Talk:Bush v. Gore

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I have changed this page from a straight redirect page to a linking page for all of the source documents spawned by the case. My opinion (pun unintended) is that they should be linked from the same place, and this seems like the best place to do it. Thoughts? –Pakman044 21:20, 20 June 2006 (UTC)

Yes this is eactly how it should be setup. We currently have alot of variations in the naming of court cases (See:Portal:Case law), it you have any ideas on how these should be standardized I would appreciate the input on the talk page over there.--BirgitteSB 10:46, 22 June 2006 (UTC)
I like the way this case is set up - as for naming, just use the last (final) official short name, with a redirect from the previous short names (if any) and the official "long name." --Tim4christ17 21:00, 9 August 2006 (UTC)

Here's a wikification question: In situations where something could be linked to either Wikisource or Wikipedia, which one should take precedence? For example, I can link to the Equal Protection Clause in Wikisource, or I can link to Wikipedia:Equal Protection Clause. I'm not really sure which is better since Wikisource has the ten or so words in the text, whereas Wikipedia has the text plus the history, interpretation, and analysis. –Pakman044 17:51, 24 June 2006 (UTC)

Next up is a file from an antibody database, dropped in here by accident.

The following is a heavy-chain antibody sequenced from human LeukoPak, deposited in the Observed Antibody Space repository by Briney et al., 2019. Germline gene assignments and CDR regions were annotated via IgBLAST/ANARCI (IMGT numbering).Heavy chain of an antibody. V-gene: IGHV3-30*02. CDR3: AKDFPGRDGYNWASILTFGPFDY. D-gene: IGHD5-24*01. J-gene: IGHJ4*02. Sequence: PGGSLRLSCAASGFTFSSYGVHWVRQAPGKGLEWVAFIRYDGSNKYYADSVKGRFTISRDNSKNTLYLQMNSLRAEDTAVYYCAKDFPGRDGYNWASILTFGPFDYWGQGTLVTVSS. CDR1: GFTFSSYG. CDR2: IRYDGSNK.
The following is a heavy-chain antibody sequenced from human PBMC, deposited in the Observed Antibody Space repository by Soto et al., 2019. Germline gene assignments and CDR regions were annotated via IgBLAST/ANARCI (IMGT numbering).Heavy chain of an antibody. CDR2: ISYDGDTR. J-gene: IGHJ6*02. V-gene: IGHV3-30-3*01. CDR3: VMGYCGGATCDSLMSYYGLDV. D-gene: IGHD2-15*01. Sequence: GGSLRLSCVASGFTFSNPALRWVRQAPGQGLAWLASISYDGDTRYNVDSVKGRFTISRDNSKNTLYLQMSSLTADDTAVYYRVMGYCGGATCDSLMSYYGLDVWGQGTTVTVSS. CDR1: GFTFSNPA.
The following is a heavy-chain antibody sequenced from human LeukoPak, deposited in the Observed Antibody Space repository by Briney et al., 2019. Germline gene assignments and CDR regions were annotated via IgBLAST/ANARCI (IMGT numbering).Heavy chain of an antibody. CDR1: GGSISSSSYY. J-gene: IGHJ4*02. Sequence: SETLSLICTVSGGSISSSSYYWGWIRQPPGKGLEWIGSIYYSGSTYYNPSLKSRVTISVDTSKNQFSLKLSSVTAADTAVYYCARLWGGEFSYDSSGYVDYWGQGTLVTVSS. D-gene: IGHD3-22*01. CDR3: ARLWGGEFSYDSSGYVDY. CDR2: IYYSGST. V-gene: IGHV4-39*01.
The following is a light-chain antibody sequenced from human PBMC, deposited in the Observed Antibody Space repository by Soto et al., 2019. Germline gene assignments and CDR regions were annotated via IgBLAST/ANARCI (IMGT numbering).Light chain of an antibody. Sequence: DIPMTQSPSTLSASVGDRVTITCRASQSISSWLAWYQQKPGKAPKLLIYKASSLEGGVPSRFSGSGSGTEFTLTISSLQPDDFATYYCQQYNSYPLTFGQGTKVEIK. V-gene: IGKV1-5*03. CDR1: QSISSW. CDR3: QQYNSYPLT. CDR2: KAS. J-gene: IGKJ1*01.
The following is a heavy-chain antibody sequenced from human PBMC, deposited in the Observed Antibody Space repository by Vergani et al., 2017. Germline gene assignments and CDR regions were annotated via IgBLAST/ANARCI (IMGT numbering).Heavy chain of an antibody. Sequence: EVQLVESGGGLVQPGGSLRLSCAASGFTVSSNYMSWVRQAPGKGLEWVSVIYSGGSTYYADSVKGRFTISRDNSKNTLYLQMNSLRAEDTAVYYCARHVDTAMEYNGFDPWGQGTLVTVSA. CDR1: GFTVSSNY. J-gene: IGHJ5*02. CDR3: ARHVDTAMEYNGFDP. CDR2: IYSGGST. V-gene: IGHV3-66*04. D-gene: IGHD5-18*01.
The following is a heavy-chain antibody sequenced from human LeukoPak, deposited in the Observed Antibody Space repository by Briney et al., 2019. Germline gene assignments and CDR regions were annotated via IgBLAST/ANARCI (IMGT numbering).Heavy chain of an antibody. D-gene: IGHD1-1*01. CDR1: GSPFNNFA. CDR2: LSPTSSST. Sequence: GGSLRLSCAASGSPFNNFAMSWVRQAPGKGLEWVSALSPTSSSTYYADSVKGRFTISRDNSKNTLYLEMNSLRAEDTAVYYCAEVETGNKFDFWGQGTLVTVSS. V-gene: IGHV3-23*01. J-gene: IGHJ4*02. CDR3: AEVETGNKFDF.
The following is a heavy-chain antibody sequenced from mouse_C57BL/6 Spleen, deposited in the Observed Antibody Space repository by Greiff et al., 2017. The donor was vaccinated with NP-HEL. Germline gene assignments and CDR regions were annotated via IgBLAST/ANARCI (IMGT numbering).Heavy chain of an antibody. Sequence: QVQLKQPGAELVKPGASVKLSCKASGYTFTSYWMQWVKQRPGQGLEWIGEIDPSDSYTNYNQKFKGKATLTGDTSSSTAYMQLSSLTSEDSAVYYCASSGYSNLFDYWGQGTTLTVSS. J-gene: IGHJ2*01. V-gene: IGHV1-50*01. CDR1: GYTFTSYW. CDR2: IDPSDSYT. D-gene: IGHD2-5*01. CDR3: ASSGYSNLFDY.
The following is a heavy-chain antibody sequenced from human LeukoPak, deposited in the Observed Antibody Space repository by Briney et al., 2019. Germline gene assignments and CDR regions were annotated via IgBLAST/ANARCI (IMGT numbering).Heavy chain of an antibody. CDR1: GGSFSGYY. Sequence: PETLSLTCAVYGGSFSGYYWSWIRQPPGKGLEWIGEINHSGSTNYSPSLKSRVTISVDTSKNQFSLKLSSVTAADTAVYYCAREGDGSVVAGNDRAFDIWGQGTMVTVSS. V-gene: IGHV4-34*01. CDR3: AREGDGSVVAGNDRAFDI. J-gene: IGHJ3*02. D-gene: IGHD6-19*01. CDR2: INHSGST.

TO DO[edit]

  • Opinions:
  • Oral Argument Transcript: [1].
    • Is this in the public domain (the transcript was produced by the Alderson Reporting Company, so it could be construed as a contracted product; however, the transcript was of a Court proceeding)?
    • Should Supreme Court Oral Arguments transcripts be included in Wikisource?
  • Need the list of questions presented.
  • Petition for stay and reply in opposition.
  • Merits briefs.
  • Amicus Curiae briefs.
  • Relevant statutory law(?):
    • 3 U.S.C. § 5 (Jan. 2001)
    • 3 U.S.C. §§ 6, 7, 12 (Jan. 2001)
    • 3 U.S.C. § 15 (Jan. 2001)
    • Supreme Court Rule 12.6 (Oct Term 2000)??
    • Florida Statutory Law--these are all on hold while their public domain status is assessed (see ) (see : Fla. Stat. Ann. §§ 97.012, 101.015, 101.46, 101.5606, 101.5611, 101.5614, 102.111, 102.112, 102.141, 102.166, 102.168, 103.011, 106.23. Available online)

The three next-to-last (Petitions, merits briefs, amicus briefs) are probably only available via one of the Court services (e.g., Lexis/Nexis). Then again, it may be better to go to a hard copy to retain the formatting of the original (Lexis/Nexis formatting is poor to say the least!) –Pakman044 04:21, 22 June 2006 (UTC)